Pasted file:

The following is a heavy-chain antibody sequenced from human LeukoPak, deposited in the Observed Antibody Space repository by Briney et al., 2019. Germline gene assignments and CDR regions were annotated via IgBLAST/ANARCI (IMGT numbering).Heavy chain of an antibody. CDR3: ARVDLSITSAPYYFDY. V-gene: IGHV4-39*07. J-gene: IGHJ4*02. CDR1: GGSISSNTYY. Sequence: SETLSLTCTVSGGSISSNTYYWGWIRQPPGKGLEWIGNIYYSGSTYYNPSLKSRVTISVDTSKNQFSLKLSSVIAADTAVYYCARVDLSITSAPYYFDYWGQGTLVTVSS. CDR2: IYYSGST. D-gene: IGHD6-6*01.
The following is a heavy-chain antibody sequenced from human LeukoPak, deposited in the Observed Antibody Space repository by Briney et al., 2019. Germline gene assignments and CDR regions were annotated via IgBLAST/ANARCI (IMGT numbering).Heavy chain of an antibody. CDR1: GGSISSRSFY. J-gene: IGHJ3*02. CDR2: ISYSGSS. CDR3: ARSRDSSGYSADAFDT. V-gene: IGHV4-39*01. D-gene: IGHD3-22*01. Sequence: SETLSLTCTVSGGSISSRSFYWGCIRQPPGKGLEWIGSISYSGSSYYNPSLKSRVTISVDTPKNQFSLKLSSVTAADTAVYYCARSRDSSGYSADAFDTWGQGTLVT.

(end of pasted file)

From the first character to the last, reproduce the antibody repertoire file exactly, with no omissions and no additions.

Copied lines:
The following is a heavy-chain antibody sequenced from human LeukoPak, deposited in the Observed Antibody Space repository by Briney et al., 2019. Germline gene assignments and CDR regions were annotated via IgBLAST/ANARCI (IMGT numbering).Heavy chain of an antibody. CDR3: ARVDLSITSAPYYFDY. V-gene: IGHV4-39*07. J-gene: IGHJ4*02. CDR1: GGSISSNTYY. Sequence: SETLSLTCTVSGGSISSNTYYWGWIRQPPGKGLEWIGNIYYSGSTYYNPSLKSRVTISVDTSKNQFSLKLSSVIAADTAVYYCARVDLSITSAPYYFDYWGQGTLVTVSS. CDR2: IYYSGST. D-gene: IGHD6-6*01.
The following is a heavy-chain antibody sequenced from human LeukoPak, deposited in the Observed Antibody Space repository by Briney et al., 2019. Germline gene assignments and CDR regions were annotated via IgBLAST/ANARCI (IMGT numbering).Heavy chain of an antibody. CDR1: GGSISSRSFY. J-gene: IGHJ3*02. CDR2: ISYSGSS. CDR3: ARSRDSSGYSADAFDT. V-gene: IGHV4-39*01. D-gene: IGHD3-22*01. Sequence: SETLSLTCTVSGGSISSRSFYWGCIRQPPGKGLEWIGSISYSGSSYYNPSLKSRVTISVDTPKNQFSLKLSSVTAADTAVYYCARSRDSSGYSADAFDTWGQGTLVT.